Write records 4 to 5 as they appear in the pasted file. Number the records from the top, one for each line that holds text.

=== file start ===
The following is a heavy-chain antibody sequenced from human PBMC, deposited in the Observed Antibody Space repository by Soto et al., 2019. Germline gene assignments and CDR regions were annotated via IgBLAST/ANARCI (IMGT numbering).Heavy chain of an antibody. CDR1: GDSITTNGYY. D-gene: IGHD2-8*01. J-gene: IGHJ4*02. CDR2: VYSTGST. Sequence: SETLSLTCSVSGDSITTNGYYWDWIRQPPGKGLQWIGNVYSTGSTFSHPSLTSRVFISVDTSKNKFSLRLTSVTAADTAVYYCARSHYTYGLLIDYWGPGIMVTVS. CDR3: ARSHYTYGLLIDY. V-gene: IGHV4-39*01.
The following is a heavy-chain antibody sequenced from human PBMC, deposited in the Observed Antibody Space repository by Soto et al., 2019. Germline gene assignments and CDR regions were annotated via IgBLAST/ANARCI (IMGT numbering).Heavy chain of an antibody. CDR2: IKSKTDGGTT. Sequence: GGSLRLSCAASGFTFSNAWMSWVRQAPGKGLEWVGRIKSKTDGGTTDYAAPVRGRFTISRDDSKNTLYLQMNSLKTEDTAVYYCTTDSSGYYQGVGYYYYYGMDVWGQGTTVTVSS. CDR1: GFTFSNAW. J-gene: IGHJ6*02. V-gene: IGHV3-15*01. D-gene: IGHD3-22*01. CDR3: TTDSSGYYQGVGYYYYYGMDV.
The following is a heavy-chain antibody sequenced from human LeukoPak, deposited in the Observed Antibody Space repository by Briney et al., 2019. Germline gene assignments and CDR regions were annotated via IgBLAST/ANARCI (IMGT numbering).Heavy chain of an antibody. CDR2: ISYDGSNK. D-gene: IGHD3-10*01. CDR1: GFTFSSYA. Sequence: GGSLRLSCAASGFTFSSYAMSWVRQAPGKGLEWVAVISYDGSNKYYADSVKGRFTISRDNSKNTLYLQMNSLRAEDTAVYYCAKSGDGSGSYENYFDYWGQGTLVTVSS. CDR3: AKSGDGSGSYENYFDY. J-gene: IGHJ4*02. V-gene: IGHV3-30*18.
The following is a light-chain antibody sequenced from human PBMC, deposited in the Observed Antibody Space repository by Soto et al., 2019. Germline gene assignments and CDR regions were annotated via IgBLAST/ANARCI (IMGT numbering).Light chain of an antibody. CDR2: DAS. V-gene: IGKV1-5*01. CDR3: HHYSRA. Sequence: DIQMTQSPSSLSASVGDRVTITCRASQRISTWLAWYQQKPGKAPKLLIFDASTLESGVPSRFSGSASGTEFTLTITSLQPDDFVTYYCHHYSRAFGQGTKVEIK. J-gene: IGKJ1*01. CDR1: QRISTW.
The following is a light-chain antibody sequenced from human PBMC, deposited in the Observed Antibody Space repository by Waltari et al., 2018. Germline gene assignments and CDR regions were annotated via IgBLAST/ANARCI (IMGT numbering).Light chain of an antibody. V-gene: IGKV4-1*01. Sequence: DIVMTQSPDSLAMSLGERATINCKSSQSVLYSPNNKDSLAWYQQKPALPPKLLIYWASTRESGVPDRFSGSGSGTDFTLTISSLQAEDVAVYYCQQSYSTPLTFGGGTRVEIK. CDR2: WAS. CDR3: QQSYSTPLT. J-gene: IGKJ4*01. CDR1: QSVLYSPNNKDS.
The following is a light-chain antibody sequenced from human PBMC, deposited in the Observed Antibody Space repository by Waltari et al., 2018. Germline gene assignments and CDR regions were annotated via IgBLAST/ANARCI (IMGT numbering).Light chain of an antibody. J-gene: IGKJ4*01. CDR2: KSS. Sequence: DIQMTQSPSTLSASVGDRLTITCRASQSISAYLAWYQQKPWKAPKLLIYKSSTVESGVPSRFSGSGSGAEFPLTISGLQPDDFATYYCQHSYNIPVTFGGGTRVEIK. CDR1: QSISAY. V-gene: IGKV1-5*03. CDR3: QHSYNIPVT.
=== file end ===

The following is a light-chain antibody sequenced from human PBMC, deposited in the Observed Antibody Space repository by Soto et al., 2019. Germline gene assignments and CDR regions were annotated via IgBLAST/ANARCI (IMGT numbering).Light chain of an antibody. CDR2: DAS. V-gene: IGKV1-5*01. CDR3: HHYSRA. Sequence: DIQMTQSPSSLSASVGDRVTITCRASQRISTWLAWYQQKPGKAPKLLIFDASTLESGVPSRFSGSASGTEFTLTITSLQPDDFVTYYCHHYSRAFGQGTKVEIK. J-gene: IGKJ1*01. CDR1: QRISTW.
The following is a light-chain antibody sequenced from human PBMC, deposited in the Observed Antibody Space repository by Waltari et al., 2018. Germline gene assignments and CDR regions were annotated via IgBLAST/ANARCI (IMGT numbering).Light chain of an antibody. V-gene: IGKV4-1*01. Sequence: DIVMTQSPDSLAMSLGERATINCKSSQSVLYSPNNKDSLAWYQQKPALPPKLLIYWASTRESGVPDRFSGSGSGTDFTLTISSLQAEDVAVYYCQQSYSTPLTFGGGTRVEIK. CDR2: WAS. CDR3: QQSYSTPLT. J-gene: IGKJ4*01. CDR1: QSVLYSPNNKDS.